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Generating Text Inputs for Mobile App Testing Using GPT-3

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A group of researchers from the Chinese Academy of Sciences and Monash University have presented a new approach to text input generation for mobile app testing based on a pre-trained large language model (LLM). Dubbed QTypist, the approach was evaluated on 106 Android apps and automated test tools, showing a significant improvement of testing performance.

One key hindrance to automating mobile app testing is the need for text input generation, say the researchers, which can be challenging even for human testers. This is a consequence of the fact that different categories of inputs may be required, including geolocation, addresses, health measures, as well as of the relationship that may exist between different inputs required on successive input pages and resulting in validation constraints. Furthermore, as one the of paper authors explains on Twitter, the input provided on one app view will determine which other views will be presented.

Large language models (LLMs) such as BERT and GPT-3 have been shown to be able to write essays, to answer questions, and to generate source code. QTypist attempts to leverage the ability of LLMs to understand input prompts taken from a mobile app to generate meaningful output to be used as a text input for the app.

Given a GUI page with text input and its corresponding view hierarchy file, we first extract the context information for the text input, and design linguistic patterns to generate prompts for inputting into the LLM. To boost the performance of LLM in mobile input scenarios, we develop a prompt-based data construction and tuning method, which automatically builds the prompts and answers for model tuning.

In a first step, QTypist extracts context information for a GUI view using a GUI testing tool, including metadata associated to input widgets, e.g. user hints, context information related to close-by widgets, and global context such as the activity name.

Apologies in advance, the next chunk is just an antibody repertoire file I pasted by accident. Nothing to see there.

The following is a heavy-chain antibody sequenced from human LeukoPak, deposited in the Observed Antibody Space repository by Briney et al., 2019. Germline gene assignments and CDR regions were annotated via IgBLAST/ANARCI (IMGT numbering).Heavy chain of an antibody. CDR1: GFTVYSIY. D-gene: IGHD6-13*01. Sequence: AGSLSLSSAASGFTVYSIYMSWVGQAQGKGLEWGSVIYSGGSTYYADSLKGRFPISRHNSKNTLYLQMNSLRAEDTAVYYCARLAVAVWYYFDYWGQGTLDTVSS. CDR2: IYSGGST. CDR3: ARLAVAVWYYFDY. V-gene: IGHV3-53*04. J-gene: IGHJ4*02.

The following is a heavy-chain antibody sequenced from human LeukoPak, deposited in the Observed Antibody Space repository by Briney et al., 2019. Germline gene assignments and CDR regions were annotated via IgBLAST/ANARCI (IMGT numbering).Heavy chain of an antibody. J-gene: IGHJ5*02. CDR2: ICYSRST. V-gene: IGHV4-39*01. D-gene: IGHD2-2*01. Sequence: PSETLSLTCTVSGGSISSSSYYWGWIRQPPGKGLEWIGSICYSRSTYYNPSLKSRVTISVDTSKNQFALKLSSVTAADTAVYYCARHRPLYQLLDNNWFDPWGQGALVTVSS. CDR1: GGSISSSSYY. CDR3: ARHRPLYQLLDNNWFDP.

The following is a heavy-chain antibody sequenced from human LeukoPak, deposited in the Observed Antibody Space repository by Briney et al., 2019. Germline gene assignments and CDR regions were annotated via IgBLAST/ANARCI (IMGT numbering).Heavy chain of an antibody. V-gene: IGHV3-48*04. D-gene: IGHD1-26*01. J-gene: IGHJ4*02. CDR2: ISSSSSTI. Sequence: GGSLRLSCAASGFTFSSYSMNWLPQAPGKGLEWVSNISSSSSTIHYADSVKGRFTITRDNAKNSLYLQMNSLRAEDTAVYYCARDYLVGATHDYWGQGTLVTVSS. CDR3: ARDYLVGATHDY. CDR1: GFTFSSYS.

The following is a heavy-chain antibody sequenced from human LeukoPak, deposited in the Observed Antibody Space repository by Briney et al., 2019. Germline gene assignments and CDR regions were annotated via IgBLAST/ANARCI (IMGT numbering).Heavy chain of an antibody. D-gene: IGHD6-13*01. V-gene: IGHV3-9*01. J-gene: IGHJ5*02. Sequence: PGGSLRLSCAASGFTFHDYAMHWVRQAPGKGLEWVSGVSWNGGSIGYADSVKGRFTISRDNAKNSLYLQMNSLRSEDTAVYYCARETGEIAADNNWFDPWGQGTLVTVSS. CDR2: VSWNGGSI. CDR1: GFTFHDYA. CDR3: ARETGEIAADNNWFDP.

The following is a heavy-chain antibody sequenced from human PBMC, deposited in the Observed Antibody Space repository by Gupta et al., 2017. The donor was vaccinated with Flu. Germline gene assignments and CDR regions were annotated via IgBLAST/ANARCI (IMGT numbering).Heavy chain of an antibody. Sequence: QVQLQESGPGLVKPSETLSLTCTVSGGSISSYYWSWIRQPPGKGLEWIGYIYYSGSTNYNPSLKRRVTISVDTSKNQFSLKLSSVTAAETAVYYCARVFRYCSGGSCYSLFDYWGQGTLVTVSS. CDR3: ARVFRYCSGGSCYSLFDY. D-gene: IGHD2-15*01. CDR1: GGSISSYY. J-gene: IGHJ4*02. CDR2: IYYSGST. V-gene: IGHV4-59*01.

The prompt generation step relies on the three categories of extracted information to build a prompt based on a number of patterns defined by linguistic authors working on a set of 500 reference apps.

This process comes out with 14 linguistic patterns respectively related to input widget, local context and global context [...]. The patterns of the input widget explicitly specify what should be input into the widget, and we employ the keywords like noun (widget[n]), verb (widget[v]) and preposition (widget[prep]) for designing the pattern.

The prompt dataset is finally used as an input to GPT-3, whose output is used as input content. The effectiveness of this approach was evaluated comparing it to the baselines of a number of alternative approaches, including DroidBot, Humanoid, and others, as well as human assessment of the quality of generated input. Additionally, the researchers carried through a usefulness evaluation against 106 Android apps available in Google Play by integrating QTypist with automated test tools. In all cases, they say, QTypist was able to improve the performance of existing approaches.

While the initial work carried through by the team of researchers behind QTypist shows promises, more work is required to extend it to cases where the app does not provide enough context information as well as to apply it to cases going beyond GUI testing.

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